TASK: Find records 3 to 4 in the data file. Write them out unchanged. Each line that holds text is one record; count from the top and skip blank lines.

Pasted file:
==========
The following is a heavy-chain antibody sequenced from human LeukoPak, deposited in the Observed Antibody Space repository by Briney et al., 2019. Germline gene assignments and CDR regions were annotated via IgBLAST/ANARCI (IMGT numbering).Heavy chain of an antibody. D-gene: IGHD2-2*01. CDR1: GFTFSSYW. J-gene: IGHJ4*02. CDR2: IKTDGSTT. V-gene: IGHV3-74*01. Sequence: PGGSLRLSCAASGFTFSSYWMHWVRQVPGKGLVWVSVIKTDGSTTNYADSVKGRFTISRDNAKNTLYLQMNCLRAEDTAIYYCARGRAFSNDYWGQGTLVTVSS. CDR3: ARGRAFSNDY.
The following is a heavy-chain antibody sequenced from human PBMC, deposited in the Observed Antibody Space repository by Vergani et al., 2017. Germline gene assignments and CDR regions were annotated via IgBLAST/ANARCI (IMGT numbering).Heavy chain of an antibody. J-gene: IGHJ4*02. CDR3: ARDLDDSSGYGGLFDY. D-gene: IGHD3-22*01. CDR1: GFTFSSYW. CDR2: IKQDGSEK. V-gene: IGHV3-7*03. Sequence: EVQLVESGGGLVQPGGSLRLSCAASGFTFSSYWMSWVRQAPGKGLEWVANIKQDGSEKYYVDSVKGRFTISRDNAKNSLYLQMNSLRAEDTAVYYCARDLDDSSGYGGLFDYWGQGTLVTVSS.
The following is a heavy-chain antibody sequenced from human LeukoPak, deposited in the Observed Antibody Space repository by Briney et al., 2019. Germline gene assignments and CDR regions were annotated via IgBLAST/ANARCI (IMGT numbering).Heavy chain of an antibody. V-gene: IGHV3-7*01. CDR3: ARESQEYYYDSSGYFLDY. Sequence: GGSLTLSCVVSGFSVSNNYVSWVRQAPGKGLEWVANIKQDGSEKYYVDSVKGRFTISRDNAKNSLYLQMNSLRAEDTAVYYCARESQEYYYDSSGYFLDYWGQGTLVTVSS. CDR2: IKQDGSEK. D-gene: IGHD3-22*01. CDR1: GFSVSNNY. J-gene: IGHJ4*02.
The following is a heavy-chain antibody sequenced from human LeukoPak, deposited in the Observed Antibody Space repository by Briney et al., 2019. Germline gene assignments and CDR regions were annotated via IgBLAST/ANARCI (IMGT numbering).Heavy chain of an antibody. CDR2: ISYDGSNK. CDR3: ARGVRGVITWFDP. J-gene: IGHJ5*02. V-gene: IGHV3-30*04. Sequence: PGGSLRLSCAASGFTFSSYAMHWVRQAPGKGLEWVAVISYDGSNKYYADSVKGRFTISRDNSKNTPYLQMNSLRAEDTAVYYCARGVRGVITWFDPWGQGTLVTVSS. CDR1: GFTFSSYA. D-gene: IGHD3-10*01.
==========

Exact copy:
The following is a heavy-chain antibody sequenced from human LeukoPak, deposited in the Observed Antibody Space repository by Briney et al., 2019. Germline gene assignments and CDR regions were annotated via IgBLAST/ANARCI (IMGT numbering).Heavy chain of an antibody. V-gene: IGHV3-7*01. CDR3: ARESQEYYYDSSGYFLDY. Sequence: GGSLTLSCVVSGFSVSNNYVSWVRQAPGKGLEWVANIKQDGSEKYYVDSVKGRFTISRDNAKNSLYLQMNSLRAEDTAVYYCARESQEYYYDSSGYFLDYWGQGTLVTVSS. CDR2: IKQDGSEK. D-gene: IGHD3-22*01. CDR1: GFSVSNNY. J-gene: IGHJ4*02.
The following is a heavy-chain antibody sequenced from human LeukoPak, deposited in the Observed Antibody Space repository by Briney et al., 2019. Germline gene assignments and CDR regions were annotated via IgBLAST/ANARCI (IMGT numbering).Heavy chain of an antibody. CDR2: ISYDGSNK. CDR3: ARGVRGVITWFDP. J-gene: IGHJ5*02. V-gene: IGHV3-30*04. Sequence: PGGSLRLSCAASGFTFSSYAMHWVRQAPGKGLEWVAVISYDGSNKYYADSVKGRFTISRDNSKNTPYLQMNSLRAEDTAVYYCARGVRGVITWFDPWGQGTLVTVSS. CDR1: GFTFSSYA. D-gene: IGHD3-10*01.